From the familiar (anger) to the foreign (zal), each entertaining and informative alphabetical entry reveals the surprising connections and fascinating facts behind our emotional lives. Whether you're in search of the perfect word to sum up that cozy feeling you get from being inside on a cold winter's night, surrounded by friends and good food (what the Dutch call gezelligheid), or wondering how nostalgia evolved from a fatal illness to enjoyable self-indulgence, Tiffany Watt Smith draws on history, anthropology, science, art, literature, music, and popular culture to find the answers.
In reading THE BOOK OF HUMAN EMOTIONS, you'll discover feelings you never knew you had (like basorexia, the sudden urge to kiss someone) and gain unexpected insights into why you feel the way you do. Besides, aren't you curious what nginyiwarrarringu means?
- When you should use affect and when effect is right- Whether you should you say purposely or purposefully- The difference between hilarious and hystericalPacked with clear explanations, fun quotations showing the word used in context, and the quick and dirty memory tricks Mignon is known for, this friendly reference guide ends the confusion once and for all and helps you speak and write with confidence.
The appeal of Chinese proverbs is profound and universal. With brevity, clarity, and simplicity, these carefully chosen words help pass wisdom and insight throughout the ages. This timeless, eloquent collection of proverbs offers fundamental truths about the natural world and the human condition, on subjects such as:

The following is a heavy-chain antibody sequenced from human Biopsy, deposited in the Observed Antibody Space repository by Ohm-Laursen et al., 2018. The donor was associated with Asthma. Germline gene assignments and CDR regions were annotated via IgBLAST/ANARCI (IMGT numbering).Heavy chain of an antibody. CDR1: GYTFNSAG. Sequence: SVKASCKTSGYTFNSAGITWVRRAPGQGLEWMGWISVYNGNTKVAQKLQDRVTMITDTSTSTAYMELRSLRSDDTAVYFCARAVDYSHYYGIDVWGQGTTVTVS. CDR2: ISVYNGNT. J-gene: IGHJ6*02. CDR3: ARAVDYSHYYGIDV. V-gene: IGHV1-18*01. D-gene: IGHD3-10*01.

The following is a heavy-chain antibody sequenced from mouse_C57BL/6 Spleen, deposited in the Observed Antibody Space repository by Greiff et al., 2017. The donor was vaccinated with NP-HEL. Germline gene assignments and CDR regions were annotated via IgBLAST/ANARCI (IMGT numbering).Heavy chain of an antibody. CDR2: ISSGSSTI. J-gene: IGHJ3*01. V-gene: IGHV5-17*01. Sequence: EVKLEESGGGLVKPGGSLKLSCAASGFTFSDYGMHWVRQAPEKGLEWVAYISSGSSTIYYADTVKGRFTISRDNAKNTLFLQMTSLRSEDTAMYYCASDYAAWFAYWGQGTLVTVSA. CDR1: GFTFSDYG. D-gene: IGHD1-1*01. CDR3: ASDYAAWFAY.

Ability • Adversity • Beauty • Character • Conflict Cooperation • Deception • Defeat • Fortune • Greed • Happiness Honor • Inspiration • Knowledge • Leadership • Love Moderation • Necessity • Neighbors • Obstinacy • Opportunity Perseverance • Pride • Sincerity • Strategy • Success Thought • Trust • Victory • Wisdom • And More
"With our thoughts we must build our world."
Spanning the entire animal kingdom, Holy Cow! explains:
Why hot dogs are named after canines. Why people talk turkey or go cold turkey.
Why curiosity killed the cat, although dogs are more curious about us.
Why letting the cat out of the bag originally referred to a duped shopper.
What a horse of another color is, what horsefeathers politely alludes to, why a mule is a lady’s slipper, and what horseradish has to do with horses.